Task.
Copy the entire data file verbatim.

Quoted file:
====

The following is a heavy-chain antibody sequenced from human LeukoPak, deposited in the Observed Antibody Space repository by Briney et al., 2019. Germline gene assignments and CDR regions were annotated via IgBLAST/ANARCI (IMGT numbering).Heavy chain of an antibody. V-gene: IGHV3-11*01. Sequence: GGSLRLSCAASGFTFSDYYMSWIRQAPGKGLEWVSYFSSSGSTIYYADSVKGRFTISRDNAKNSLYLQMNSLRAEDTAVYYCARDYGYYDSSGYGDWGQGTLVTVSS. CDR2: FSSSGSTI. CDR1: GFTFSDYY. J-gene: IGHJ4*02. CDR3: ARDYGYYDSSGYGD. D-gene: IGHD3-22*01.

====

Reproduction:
The following is a heavy-chain antibody sequenced from human LeukoPak, deposited in the Observed Antibody Space repository by Briney et al., 2019. Germline gene assignments and CDR regions were annotated via IgBLAST/ANARCI (IMGT numbering).Heavy chain of an antibody. V-gene: IGHV3-11*01. Sequence: GGSLRLSCAASGFTFSDYYMSWIRQAPGKGLEWVSYFSSSGSTIYYADSVKGRFTISRDNAKNSLYLQMNSLRAEDTAVYYCARDYGYYDSSGYGDWGQGTLVTVSS. CDR2: FSSSGSTI. CDR1: GFTFSDYY. J-gene: IGHJ4*02. CDR3: ARDYGYYDSSGYGD. D-gene: IGHD3-22*01.